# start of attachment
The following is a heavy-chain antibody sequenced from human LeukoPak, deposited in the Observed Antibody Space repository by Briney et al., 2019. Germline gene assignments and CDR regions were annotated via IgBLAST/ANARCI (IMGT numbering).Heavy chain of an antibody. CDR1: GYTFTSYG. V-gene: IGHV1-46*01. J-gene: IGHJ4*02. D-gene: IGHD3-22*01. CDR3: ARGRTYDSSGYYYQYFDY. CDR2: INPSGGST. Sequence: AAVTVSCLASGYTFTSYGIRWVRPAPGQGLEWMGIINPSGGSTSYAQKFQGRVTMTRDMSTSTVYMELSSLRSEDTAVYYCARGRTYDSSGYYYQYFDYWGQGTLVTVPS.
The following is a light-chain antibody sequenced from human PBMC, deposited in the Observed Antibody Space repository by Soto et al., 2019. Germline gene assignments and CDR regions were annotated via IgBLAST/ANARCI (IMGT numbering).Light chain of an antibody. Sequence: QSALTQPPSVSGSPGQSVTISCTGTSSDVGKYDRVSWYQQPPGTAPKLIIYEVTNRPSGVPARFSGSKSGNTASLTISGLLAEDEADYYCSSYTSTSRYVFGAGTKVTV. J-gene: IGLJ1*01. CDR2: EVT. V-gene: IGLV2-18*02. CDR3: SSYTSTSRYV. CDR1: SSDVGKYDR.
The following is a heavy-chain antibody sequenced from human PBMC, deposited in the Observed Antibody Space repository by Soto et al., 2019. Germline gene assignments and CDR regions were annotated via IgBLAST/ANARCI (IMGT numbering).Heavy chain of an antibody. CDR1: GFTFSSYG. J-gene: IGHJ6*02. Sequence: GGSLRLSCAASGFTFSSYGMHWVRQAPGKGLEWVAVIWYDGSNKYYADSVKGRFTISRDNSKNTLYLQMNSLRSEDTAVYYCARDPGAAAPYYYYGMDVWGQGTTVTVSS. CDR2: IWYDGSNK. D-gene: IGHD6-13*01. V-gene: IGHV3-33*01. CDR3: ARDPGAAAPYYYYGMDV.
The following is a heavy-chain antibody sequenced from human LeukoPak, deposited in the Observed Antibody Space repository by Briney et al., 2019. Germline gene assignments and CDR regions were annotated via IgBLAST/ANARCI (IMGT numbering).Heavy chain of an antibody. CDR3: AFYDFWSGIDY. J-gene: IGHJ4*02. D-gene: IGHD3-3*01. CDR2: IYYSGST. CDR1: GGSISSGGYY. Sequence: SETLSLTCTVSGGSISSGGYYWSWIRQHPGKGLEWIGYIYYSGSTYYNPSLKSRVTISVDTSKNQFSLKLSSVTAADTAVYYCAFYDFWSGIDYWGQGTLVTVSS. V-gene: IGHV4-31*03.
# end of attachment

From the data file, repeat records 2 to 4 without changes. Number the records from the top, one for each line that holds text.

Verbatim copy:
The following is a light-chain antibody sequenced from human PBMC, deposited in the Observed Antibody Space repository by Soto et al., 2019. Germline gene assignments and CDR regions were annotated via IgBLAST/ANARCI (IMGT numbering).Light chain of an antibody. Sequence: QSALTQPPSVSGSPGQSVTISCTGTSSDVGKYDRVSWYQQPPGTAPKLIIYEVTNRPSGVPARFSGSKSGNTASLTISGLLAEDEADYYCSSYTSTSRYVFGAGTKVTV. J-gene: IGLJ1*01. CDR2: EVT. V-gene: IGLV2-18*02. CDR3: SSYTSTSRYV. CDR1: SSDVGKYDR.
The following is a heavy-chain antibody sequenced from human PBMC, deposited in the Observed Antibody Space repository by Soto et al., 2019. Germline gene assignments and CDR regions were annotated via IgBLAST/ANARCI (IMGT numbering).Heavy chain of an antibody. CDR1: GFTFSSYG. J-gene: IGHJ6*02. Sequence: GGSLRLSCAASGFTFSSYGMHWVRQAPGKGLEWVAVIWYDGSNKYYADSVKGRFTISRDNSKNTLYLQMNSLRSEDTAVYYCARDPGAAAPYYYYGMDVWGQGTTVTVSS. CDR2: IWYDGSNK. D-gene: IGHD6-13*01. V-gene: IGHV3-33*01. CDR3: ARDPGAAAPYYYYGMDV.
The following is a heavy-chain antibody sequenced from human LeukoPak, deposited in the Observed Antibody Space repository by Briney et al., 2019. Germline gene assignments and CDR regions were annotated via IgBLAST/ANARCI (IMGT numbering).Heavy chain of an antibody. CDR3: AFYDFWSGIDY. J-gene: IGHJ4*02. D-gene: IGHD3-3*01. CDR2: IYYSGST. CDR1: GGSISSGGYY. Sequence: SETLSLTCTVSGGSISSGGYYWSWIRQHPGKGLEWIGYIYYSGSTYYNPSLKSRVTISVDTSKNQFSLKLSSVTAADTAVYYCAFYDFWSGIDYWGQGTLVTVSS. V-gene: IGHV4-31*03.